Sunday, February 2, 2014

How soon is too soon?

One of the issues that has come up more and more recently is: "You cant forecast that 10 days out!"

So when can you forecast what, and when should you do it? After all, the atmosphere is not perfectly predictable, there is uncertainty in knowing the current state of the atmosphere and uncertainty contained within the equations and parameterizations that we use to approximate the behavior of the atmosphere.

Not long ago, there was much debate about Hurricane Sandys' landfall and a few models hinted at a close approach or even landfall on the East Coast. How do you know when to start believing these forecasts?

What about the Atlanta #snowjam? Or even my delightful central OK snow?

What is the underlying strategy and what followup tactics are there to approach situations that have embedded uncertainty? Dos anyone really know?

The communication strategy appears to be:
1. Start getting awareness that a storm is brewing. (bad media launches into outlier forecasts)
2. Pinpoint when that storm might "rear its ugly head".
3. Pinpoint what might happen in your area. Maybe a scenario or two would be good, acknowledging when/if the details matter more or less*1.
4. Update frequently.

When should the models/ensembles begin to converge before an event? How many forecasts do you need to say its becoming more certain?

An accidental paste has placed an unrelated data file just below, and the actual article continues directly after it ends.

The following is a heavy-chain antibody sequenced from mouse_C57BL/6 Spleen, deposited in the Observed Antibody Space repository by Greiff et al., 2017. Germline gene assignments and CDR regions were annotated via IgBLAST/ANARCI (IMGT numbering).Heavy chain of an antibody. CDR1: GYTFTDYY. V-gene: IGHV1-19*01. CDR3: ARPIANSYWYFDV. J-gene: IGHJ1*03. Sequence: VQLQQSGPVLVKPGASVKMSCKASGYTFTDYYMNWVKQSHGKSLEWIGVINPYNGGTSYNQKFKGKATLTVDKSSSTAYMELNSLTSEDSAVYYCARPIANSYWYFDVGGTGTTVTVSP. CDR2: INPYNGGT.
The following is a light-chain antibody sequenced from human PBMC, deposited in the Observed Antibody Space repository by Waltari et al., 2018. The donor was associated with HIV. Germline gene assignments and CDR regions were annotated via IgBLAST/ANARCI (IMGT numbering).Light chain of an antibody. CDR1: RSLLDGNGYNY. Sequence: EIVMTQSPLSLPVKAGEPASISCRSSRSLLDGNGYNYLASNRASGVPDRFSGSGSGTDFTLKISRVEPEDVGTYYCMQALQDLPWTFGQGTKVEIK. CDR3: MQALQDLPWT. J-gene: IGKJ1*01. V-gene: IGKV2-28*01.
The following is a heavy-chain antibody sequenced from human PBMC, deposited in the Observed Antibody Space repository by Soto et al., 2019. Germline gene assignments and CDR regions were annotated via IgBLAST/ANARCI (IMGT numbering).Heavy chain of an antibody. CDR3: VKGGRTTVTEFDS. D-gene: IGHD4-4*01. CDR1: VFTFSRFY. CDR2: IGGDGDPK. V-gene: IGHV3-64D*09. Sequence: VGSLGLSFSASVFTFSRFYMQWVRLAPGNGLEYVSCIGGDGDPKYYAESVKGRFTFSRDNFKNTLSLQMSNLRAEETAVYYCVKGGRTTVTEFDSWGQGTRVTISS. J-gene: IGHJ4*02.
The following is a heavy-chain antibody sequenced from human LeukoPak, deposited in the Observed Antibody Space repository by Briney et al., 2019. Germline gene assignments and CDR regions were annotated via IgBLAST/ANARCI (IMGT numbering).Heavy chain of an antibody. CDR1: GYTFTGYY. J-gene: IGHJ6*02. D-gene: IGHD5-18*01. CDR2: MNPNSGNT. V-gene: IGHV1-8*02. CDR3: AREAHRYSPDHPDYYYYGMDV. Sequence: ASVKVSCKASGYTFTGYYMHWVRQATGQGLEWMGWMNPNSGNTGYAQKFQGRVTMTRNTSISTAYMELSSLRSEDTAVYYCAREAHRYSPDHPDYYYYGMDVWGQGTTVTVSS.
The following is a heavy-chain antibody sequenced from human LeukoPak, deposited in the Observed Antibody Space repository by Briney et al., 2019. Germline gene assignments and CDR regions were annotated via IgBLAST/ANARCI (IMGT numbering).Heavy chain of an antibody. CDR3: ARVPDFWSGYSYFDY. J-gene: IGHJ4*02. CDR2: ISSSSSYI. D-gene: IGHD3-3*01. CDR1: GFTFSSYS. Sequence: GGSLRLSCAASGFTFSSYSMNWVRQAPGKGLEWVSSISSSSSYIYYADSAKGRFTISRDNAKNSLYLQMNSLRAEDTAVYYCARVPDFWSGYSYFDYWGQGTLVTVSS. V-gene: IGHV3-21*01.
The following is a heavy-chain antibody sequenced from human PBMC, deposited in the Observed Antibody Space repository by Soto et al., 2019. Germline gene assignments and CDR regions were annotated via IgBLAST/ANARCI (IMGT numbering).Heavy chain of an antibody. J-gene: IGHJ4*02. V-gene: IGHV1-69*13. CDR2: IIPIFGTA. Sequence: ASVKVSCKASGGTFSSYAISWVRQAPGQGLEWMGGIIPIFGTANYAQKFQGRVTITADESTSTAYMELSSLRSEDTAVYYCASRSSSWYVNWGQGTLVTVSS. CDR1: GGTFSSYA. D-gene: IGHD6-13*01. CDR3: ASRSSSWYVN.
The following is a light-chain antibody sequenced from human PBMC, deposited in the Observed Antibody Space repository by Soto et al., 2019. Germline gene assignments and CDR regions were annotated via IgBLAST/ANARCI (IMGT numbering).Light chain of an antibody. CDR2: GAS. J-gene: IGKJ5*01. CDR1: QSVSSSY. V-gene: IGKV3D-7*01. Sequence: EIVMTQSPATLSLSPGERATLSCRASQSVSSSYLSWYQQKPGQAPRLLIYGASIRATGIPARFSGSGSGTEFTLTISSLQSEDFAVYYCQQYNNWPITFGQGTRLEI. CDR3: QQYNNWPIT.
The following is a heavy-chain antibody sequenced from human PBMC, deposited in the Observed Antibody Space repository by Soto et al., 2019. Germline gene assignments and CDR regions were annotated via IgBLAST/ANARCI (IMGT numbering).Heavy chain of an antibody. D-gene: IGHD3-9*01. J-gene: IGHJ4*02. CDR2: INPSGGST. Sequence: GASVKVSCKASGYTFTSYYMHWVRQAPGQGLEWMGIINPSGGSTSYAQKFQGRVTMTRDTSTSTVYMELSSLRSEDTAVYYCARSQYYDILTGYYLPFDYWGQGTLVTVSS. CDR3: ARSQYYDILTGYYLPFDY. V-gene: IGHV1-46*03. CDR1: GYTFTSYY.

The answers are less than satisfying since it all depends on what you are forecasting! For my central OK snow the models were flip flopping even 9-15 hours out (much like severe weather). The differences were a factor of 2, meaning either 3 or 6 inches of snow*2. And yet the general features of interest were well forecast out 24 hours, maybe longer on the generics.  yet it was the details that produced the differences.

Thus is the quandry we face. We know the details make all the difference and yet sometimes those details come into focus too late, not at all, or worse - in hindsight. How exactly do we frame our skill on certain events and our uncertainty on others? How do we communicate that we have skill in XX situation and little skill in another (i.e. more uncertainty)?

Not easy questions. These questions beg us to understand our forecasts and how/why we made them, to vigorously try to calibrate ourselves in an ever evolving/changing modeling environment, and a fast paced communication environment. It takes serious work to do this scientific forecasting, and making it harder is the fact that these significant events happen to us rarely. This is why on every TV stations weather broadcast, there is a portion of the broadcast dedicated to an event "nearby" but has nothing to do with "our" local weather.

We may have trouble answering these questions, but unlike the groundhog your local meteorologist is always training.

*1 Give your audience something to calibrate to (relate to and remember).
*2 The difference between happiness and sadness lies somewhere in through "here".